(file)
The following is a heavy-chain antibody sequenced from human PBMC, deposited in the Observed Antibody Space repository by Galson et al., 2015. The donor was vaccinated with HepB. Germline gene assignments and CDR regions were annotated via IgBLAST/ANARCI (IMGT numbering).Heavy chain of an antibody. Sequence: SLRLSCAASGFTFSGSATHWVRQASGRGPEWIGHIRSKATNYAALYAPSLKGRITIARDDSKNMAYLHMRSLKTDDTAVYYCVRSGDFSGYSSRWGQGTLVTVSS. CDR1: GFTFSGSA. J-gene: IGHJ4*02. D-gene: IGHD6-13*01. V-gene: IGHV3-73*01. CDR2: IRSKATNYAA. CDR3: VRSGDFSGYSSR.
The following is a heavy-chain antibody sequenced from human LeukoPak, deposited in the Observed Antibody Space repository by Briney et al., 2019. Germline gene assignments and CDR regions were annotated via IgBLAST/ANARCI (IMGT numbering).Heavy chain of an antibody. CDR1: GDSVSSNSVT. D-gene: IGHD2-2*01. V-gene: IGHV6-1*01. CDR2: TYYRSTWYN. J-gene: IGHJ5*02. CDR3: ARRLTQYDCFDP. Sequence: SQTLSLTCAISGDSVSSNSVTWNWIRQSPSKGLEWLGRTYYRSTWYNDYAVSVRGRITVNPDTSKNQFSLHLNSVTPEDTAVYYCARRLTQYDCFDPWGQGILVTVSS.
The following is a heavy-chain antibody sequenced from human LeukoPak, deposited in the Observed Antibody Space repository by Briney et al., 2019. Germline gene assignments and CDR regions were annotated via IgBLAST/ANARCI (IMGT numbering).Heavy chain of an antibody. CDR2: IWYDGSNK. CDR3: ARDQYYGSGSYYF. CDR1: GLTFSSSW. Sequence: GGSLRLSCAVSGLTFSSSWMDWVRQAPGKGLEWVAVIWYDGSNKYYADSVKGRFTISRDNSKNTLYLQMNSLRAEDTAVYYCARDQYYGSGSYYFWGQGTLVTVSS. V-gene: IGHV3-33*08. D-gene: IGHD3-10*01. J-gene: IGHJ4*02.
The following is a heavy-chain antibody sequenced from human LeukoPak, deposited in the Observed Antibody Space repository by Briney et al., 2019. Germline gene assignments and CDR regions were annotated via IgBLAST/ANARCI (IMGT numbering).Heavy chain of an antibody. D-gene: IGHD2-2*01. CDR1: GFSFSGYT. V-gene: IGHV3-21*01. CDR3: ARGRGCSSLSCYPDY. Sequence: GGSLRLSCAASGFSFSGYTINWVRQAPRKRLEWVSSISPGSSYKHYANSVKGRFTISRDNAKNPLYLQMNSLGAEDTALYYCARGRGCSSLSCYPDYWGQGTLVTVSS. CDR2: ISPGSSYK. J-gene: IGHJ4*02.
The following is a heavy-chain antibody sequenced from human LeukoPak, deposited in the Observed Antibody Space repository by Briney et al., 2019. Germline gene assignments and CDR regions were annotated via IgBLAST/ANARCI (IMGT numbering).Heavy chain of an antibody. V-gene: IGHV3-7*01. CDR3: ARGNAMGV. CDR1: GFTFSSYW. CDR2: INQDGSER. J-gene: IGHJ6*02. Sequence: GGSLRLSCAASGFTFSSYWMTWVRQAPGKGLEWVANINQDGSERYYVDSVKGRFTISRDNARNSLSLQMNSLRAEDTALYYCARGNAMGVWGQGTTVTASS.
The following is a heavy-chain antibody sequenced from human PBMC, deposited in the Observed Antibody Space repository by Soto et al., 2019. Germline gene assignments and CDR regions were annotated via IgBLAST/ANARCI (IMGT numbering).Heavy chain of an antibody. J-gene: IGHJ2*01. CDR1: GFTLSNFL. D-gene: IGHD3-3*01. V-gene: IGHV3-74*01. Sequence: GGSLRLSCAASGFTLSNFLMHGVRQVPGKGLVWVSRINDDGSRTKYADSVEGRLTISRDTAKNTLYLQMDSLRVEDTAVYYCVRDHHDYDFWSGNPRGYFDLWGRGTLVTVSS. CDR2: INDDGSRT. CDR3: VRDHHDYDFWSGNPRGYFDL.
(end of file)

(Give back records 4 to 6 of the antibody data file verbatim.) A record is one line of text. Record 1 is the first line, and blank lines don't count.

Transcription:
The following is a heavy-chain antibody sequenced from human LeukoPak, deposited in the Observed Antibody Space repository by Briney et al., 2019. Germline gene assignments and CDR regions were annotated via IgBLAST/ANARCI (IMGT numbering).Heavy chain of an antibody. D-gene: IGHD2-2*01. CDR1: GFSFSGYT. V-gene: IGHV3-21*01. CDR3: ARGRGCSSLSCYPDY. Sequence: GGSLRLSCAASGFSFSGYTINWVRQAPRKRLEWVSSISPGSSYKHYANSVKGRFTISRDNAKNPLYLQMNSLGAEDTALYYCARGRGCSSLSCYPDYWGQGTLVTVSS. CDR2: ISPGSSYK. J-gene: IGHJ4*02.
The following is a heavy-chain antibody sequenced from human LeukoPak, deposited in the Observed Antibody Space repository by Briney et al., 2019. Germline gene assignments and CDR regions were annotated via IgBLAST/ANARCI (IMGT numbering).Heavy chain of an antibody. V-gene: IGHV3-7*01. CDR3: ARGNAMGV. CDR1: GFTFSSYW. CDR2: INQDGSER. J-gene: IGHJ6*02. Sequence: GGSLRLSCAASGFTFSSYWMTWVRQAPGKGLEWVANINQDGSERYYVDSVKGRFTISRDNARNSLSLQMNSLRAEDTALYYCARGNAMGVWGQGTTVTASS.
The following is a heavy-chain antibody sequenced from human PBMC, deposited in the Observed Antibody Space repository by Soto et al., 2019. Germline gene assignments and CDR regions were annotated via IgBLAST/ANARCI (IMGT numbering).Heavy chain of an antibody. J-gene: IGHJ2*01. CDR1: GFTLSNFL. D-gene: IGHD3-3*01. V-gene: IGHV3-74*01. Sequence: GGSLRLSCAASGFTLSNFLMHGVRQVPGKGLVWVSRINDDGSRTKYADSVEGRLTISRDTAKNTLYLQMDSLRVEDTAVYYCVRDHHDYDFWSGNPRGYFDLWGRGTLVTVSS. CDR2: INDDGSRT. CDR3: VRDHHDYDFWSGNPRGYFDL.